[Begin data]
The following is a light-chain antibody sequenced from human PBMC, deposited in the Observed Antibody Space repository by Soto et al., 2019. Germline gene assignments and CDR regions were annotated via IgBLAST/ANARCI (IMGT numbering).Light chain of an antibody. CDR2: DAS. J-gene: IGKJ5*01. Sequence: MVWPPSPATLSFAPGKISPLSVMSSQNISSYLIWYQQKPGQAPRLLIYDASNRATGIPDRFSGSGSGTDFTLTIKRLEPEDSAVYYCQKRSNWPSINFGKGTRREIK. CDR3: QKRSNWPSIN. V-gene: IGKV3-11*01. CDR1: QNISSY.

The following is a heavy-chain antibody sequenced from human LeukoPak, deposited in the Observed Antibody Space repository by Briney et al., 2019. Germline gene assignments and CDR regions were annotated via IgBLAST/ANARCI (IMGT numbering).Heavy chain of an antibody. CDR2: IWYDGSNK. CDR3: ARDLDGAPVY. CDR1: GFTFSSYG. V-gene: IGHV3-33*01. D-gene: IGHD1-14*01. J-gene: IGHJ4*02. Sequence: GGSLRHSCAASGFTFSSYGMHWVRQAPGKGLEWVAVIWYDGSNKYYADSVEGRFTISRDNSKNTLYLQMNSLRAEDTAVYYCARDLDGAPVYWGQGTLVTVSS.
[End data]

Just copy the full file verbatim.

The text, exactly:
The following is a light-chain antibody sequenced from human PBMC, deposited in the Observed Antibody Space repository by Soto et al., 2019. Germline gene assignments and CDR regions were annotated via IgBLAST/ANARCI (IMGT numbering).Light chain of an antibody. CDR2: DAS. J-gene: IGKJ5*01. Sequence: MVWPPSPATLSFAPGKISPLSVMSSQNISSYLIWYQQKPGQAPRLLIYDASNRATGIPDRFSGSGSGTDFTLTIKRLEPEDSAVYYCQKRSNWPSINFGKGTRREIK. CDR3: QKRSNWPSIN. V-gene: IGKV3-11*01. CDR1: QNISSY.

The following is a heavy-chain antibody sequenced from human LeukoPak, deposited in the Observed Antibody Space repository by Briney et al., 2019. Germline gene assignments and CDR regions were annotated via IgBLAST/ANARCI (IMGT numbering).Heavy chain of an antibody. CDR2: IWYDGSNK. CDR3: ARDLDGAPVY. CDR1: GFTFSSYG. V-gene: IGHV3-33*01. D-gene: IGHD1-14*01. J-gene: IGHJ4*02. Sequence: GGSLRHSCAASGFTFSSYGMHWVRQAPGKGLEWVAVIWYDGSNKYYADSVEGRFTISRDNSKNTLYLQMNSLRAEDTAVYYCARDLDGAPVYWGQGTLVTVSS.